Before it was dismissed as a defendant from the assessment tests lawsuit, the Pasadena school district had to cough up $20,580 in legal fees. Another suit that Maxwell filed in April 1994 cost it $25,000 more for legal work.
Maxwell brought that action against Vicki Thomas, then the principal of George Thompson Intermediate School, for barring him from videotaping a cheerleading clinic. He was there on behalf of a girl who, despite being an honor student and involved in band and gymnastics, had been turned away from a cheerleading tryout because the teachers who picked the field determined that she "lacked leadership qualities." The suit was dismissed about a year later.
Maxwell's penchant for videotaping had also figured in a suit he filed in 1993 against the Deer Park school district and others. That action grew out of a November 1991 gathering of Deer Park parents to discuss their concerns about a new school curriculum called Positive Action, which sought to integrate school curriculums around common themes of emotional, physical and mental well-being. The program was aimed at boosting students' self-esteem and dissuading them from drinking and using drugs. But some parents -- and Maxwell, who did not have any children enrolled in the curriculum -- claimed to see "New Age" propaganda in the program. When its author, Carol Allred, was invited from Idaho to speak to parents in Deer Park, Maxwell had planned to videotape the meeting. But Allred didn't want the meeting taped.
"We felt like she was our guest, and we complied with her request," recalls Deer Park superintendent David Hicks. "[Maxwell] considered it to be an open meeting in the same way as a school board meeting, which can be videotaped." Maxwell reportedly stormed out of the meeting when he was prevented from taping it, then stormed back in court with a $1.2 million suit against the school district, Allred and others.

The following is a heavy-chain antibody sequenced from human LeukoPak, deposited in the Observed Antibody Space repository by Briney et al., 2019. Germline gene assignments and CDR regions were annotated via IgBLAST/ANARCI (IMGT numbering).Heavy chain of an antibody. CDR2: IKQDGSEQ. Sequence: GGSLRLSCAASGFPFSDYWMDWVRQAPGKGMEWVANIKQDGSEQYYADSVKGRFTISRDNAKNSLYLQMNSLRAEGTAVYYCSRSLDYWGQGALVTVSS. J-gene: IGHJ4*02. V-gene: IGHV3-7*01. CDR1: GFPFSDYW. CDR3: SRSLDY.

The suit was only the latest shot in a series of meetings and angry letters being fired from all fronts over Positive Action. One especially revealing exchange occurred when Sherri Vaughn, the executive secretary for the Deer Park school district, wrote to the Deer Park Broadcaster in November 1991, arguing in favor of the program and observing that "the recent attack on this program and the sensationalism surrounding this controversy frighteningly resembles the Salem witch hunts and McCarthyism." Half a year later, Maxwell wrote to Vaughn: "With 'Christians' like you, Sherri, Satan can send fewer demons to Deer Park to do his dirty work .... I rebuke you and all you have done to stop me and BAFA .... You will be exposed ...."
The suit languished until early this year, when the Deer Park district settled with Maxwell. "Our school board was very reluctant to settle this," Hicks says, "because we felt we were in our legal rights in this situation, and ultimately we would prevail." But the settlement was so reasonable, Hicks adds, "that if we didn't take it, our insurance company would no longer be able to cover us." Deer Park ISD's insurance carrier paid $15,000 to settle with Maxwell and another $27,000 for the district's legal expenses.
Maxwell offered to drop his suit against the Leader for a settlement of a few thousand dollars in July, but Flickinger said no.
"It's a matter of principle," she said. "If I had the money I wouldn't want to settle. The next thing we knew, we got [the lien] in the mail."